In France, there is a long-standing cure for summer holiday boredom: packing off the youngsters to a colonie de vacances, or summer camp. The non-stop programmes of activities, from going on bicycle rides and woodland treks to putting on plays, are something of a French national institution. But this year they have come under threat from modern notions of employees' rights.
New rules remove the voluntary status of staff, imposing precise entitlements for time off. About 300,000 people are affected, according to Bernard Kammerer, an organiser of children's holidays, and Yannick Trigance, a conseiller regional who is close to President Francois Hollande on educational matters. The impact, they argued in an article for Le Monde newspaper, will be dramatic: higher costs for parents, lower attendance, camp closures and lay-offs.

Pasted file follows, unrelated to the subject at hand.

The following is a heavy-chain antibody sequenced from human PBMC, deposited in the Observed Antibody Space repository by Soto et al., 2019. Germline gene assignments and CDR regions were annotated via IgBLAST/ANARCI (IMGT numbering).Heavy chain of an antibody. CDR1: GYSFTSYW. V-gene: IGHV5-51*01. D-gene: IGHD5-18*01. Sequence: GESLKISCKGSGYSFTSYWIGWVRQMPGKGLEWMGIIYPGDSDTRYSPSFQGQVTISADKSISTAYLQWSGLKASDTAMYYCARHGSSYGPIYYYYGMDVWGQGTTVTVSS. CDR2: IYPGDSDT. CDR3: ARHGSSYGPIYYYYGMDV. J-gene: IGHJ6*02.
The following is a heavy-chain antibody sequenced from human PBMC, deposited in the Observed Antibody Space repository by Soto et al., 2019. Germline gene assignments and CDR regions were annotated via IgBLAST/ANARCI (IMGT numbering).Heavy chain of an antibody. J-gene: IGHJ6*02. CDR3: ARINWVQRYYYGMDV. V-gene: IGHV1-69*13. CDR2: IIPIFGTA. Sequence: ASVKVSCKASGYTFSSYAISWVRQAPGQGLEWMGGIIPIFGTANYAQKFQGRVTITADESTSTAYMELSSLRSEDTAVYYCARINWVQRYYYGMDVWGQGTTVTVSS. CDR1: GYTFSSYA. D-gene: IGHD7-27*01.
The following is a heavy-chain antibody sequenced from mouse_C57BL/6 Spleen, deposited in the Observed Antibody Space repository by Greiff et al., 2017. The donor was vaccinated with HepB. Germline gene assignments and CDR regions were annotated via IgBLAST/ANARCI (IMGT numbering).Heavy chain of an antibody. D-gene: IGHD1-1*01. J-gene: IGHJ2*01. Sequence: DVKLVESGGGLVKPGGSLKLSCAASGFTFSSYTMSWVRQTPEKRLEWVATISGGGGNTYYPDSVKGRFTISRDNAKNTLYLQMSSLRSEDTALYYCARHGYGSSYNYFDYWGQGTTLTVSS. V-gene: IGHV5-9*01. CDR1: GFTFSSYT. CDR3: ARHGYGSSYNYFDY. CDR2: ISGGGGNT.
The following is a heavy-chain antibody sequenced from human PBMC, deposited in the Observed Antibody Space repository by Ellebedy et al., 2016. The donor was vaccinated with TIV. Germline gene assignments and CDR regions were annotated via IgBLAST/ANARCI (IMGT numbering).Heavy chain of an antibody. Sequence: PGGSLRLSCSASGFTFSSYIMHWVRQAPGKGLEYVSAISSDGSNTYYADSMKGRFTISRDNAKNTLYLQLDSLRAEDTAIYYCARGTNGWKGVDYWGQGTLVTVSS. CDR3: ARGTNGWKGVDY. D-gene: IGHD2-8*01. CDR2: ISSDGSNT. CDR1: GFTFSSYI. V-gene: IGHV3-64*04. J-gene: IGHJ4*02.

The colonies "offer a powerful experience for children, often those who never or only rarely have holidays," says Monsieur Trigance. "It opens the world for them; they see different places and learn to live in groups by the sea or in the mountains or countryside without parents present. The chance to learn in sporting and cultural activities adds an educational dimension."
Attendance at camps has been falling but had stabilised at about 1.1 million each summer, according to the most recent figures, for 2010.
But one effect of the new protections for camp staff may be that the number of French children denied any holiday at all each year, already estimated at 3 million, will go on rising.